The impact of unprecedented global temperatures on wild fish

5 minute read / Daniel Nixon
  • Wildfish
  • Wildfish
  • Wildfish
  • Wildfish
More urgently needs to be done to combat the impacts of climate change on our oceans and their wild fish populations.

Oceans are the hottest they have ever been recorded and warming faster than predicted. In this blog, our campaign researcher Danny explores the impact of these rising temperatures on wild fish including the migratory Atlantic salmon, now endangered in UK waters. 

May 2024 was officially the hottest in recorded history, confirmed by Copernicus, the EU’s Earth satellite monitoring service.

This marks the twelfth consecutive month being the warmest respective month of the year. Globally, the last 12 months (May 2023-April 2024) were warmer than any previous 12-month period, at 0.73°C above the 1991-2020 average and 1.61°C above the pre-industrial average.

Such a long series of temperature records being broken is highly unusual but not unprecedented. In 2015/2016 a similar series of record-breaking months occurred, lasting 15 months in total.

What is unprecedented is the scale of warming compared to pre-industrial levels. In the last 12 months, 11 (July 2023 – May 2024) saw monthly global temperatures exceed 1.5°C above the pre-industrial level. While a few months in 2015, 2016, and 2020 also reached this 1.5°C threshold, the current 12-month streak is by far the longest to date.

Global surface temperature records monitored across both the land and sea were 1.3°C higher than the 1901-2000 average.

Table 1: Surface temperature anomalies (°C) by month for the past year. Data taken from the National Oceanic and Atmospheric Administration (NOAA).

Oceans are the warmest they’ve been in recorded history

Temperature records are an average taken across both land and sea surface temperatures. Measuring only land surface temperatures, January, February and March 2024 were not the hottest on record, falling short of the records set previously in 2016. When taking into account sea surface temperatures the data is more worrying.

Global average sea surface temperature anomalies are already on a 14 month record breaking streak. Further still, every single day from May 4 2023 to May 4 2024 broke corresponding daily sea surface temperature records. In some cases, the margin between this and the previous record was huge (over 0.3°C), with the top three being 3 August 2023, 3 January 2024 and 5 January 2024 (around 0.34°C).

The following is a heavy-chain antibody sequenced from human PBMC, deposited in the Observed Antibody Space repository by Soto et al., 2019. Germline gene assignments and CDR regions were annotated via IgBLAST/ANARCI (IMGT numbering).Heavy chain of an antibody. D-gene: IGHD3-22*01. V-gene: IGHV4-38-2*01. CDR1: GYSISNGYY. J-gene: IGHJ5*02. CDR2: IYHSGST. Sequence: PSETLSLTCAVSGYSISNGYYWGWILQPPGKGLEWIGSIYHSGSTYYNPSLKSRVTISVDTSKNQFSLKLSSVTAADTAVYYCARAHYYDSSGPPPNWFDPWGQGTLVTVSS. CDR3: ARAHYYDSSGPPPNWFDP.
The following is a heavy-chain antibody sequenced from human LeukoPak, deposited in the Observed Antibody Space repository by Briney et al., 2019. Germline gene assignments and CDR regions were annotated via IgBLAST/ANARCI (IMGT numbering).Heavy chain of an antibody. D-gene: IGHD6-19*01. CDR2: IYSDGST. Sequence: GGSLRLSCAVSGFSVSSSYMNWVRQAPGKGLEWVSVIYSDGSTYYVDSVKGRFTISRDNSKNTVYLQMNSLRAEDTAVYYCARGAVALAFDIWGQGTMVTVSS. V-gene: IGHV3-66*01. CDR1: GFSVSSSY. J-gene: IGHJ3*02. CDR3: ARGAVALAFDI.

Closer to home in the North Atlantic, temperature records were broken for an astonishing 421 days straight up until May this year.

Figure 1: Daily SST anomalies show every single day between May 4th 2023 and May 4th 2024 broke corresponding sea surface temprature records. Credit: BBC https://www.bbc.co.uk/news/science-environment-68921215


Oceans are warming even faster than predicted

We should all be greatly concerned by rising marine temperatures, as they have far reaching consequences both for marine life and the wider environment.

Our oceans cover more then 70% of the earth’s surface, and owing to their high heat capacity have absorbed an estimated 90% of the warming caused by increasing greenhouse gasses (NASA, 2023). It is now becoming evident that our oceans are struggling to cope with this increased burden, warming twice as fast as they were in the 1960s. This is predicted to get worse as carbon emissions continue to increase (Cheng et al., 2022).

Table 2: Sea surface temperature anomalies (°C) by month for the past 14 months. Data taken from the National Oceanic and Atmospheric Administration (NOAA).

The impact of rising temperatures on wild fish

The effects of such an unusually warm North Atlantic on wild fish, especially migrating Atlantic Salmon, is not fully known. One thing however is certain, our already suffering salmonids do not need these added stresses caused by climate change.

The impacts of rising water temperatures are being demonstrated in a number of ways:

1. Shifting fish migration patterns.

Species like herring and whiting are moving towards cooler polar regions essential for spawning, while others, such as black seabream, are relocating to deeper waters (WWF, 2023). Deep-water species are also affected; the Alaska snow crab fishery collapse was partly due to heatwave conditions on the ocean floor.

2. Degradation of coastal habitats like mangrove forests and coral reefs. 

The degradation of these habitats disrupts the behaviour and nutrition of resident fish species. Elevated temperatures and lower pH levels, due to increased carbon dioxide absorption, destroy the calcium carbonate structure of corals, making them more susceptible to diseases (Kong, 2023).